Position Paper ‘Beethoven is Black’
Classical music is a Western art music, originating from a period in which Western-Europe dominated large parts of the world. At the time, systematic public-private exploitation and migration were forced on significant parts of humankind, shaping the social geography we have to deal with today. People of colour* still undergo the burden of a global civil society rooted in this past.
However, in the late 18th and early 19th centuries, Europe itself was torn by revolutions boasting the slogan ‘liberté, égalité, fraternité’. Civil wars were waged to overturn the existing power imbalance, systematic inequality and structural exploitation. In some colonies this resulted in a – albeit often brief – period in which slavery was legally abolished. A significant part of the European intellectual elite, including many musician-composers such a Beethoven, was committed to these progressive views, risking repercussions when these were adhered to too openly. During Beethoven’s formative years, the cornerstones of civil concepts were laid, which later developed into the internationally accepted – albeit not universally applied – modern notion of Human Rights. Still today, Beethoven’s work is for many people worldwide, a symbol for social justice and democratic freedom.
With this production our museum addresses this historical context of classical music and aims to create awareness for the inherent ambiguity, with which people of colour may view classical music. Our goal is to further the discourse on this theme. We use the myth, that Beethoven was black, as a metaphor: racial appropriation of Beethoven is set against the mainstream concept that the universal appreciation of classical music is independent of its historical context.
The two issues, which the Production ‘Beethoven is Black’ aims to address, are:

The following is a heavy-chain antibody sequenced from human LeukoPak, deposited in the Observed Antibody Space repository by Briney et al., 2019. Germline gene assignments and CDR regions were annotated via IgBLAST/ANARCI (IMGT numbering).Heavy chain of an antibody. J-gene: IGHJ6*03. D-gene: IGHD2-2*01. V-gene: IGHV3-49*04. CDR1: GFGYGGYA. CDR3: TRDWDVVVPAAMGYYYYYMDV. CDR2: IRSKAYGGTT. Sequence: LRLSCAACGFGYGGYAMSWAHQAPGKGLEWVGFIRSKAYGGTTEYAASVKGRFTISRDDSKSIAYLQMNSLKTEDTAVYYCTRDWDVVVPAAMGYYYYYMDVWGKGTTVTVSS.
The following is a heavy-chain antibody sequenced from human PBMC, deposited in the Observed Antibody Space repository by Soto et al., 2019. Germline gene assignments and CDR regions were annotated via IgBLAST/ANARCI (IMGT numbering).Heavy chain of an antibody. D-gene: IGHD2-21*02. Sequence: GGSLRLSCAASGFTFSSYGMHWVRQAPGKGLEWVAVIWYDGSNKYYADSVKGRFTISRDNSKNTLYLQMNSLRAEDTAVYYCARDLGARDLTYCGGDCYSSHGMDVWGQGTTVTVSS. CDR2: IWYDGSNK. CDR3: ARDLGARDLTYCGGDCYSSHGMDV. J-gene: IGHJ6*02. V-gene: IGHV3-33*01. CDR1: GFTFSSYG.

1. Historically, classical music stems from an elitist Western-European civilization, which worldwide forced migration and systematic exploitation, but also fought revolutions paving the way to a more humane civil society. This ambiguity characterizes the historical context of classical music.
Should classical music be framed as ‘Western supremacy’ and therefore be cancelled, or should it be considered the clarion call for democratic freedom and social justice? Or is this matter, i.c. classical (and baroque) music in its historical context, more complex? How do musicians of colour* view this dilemma?
2. Which barriers, if any, do budding musicians of colour* encounter, when emerging as professionals in the realms of classical and early music? How can society make education of classical and early music more inviting for musicians, whose roots are (partly) non-Western, and especially for those migration minorities, which are significantly under-represented. Are there examples of best practices? We aim to give voice to the stories of professional musicians in this realm, who (partly) descend from non-Western roots.
In the first place this Geelvinck production focuses on the situation in the Netherlands and on professional musicians who studied in Dutch conservatories. However, we also compare the Dutch situation with best practices in other Western countries, where comparable social deficiencies have to be overcome.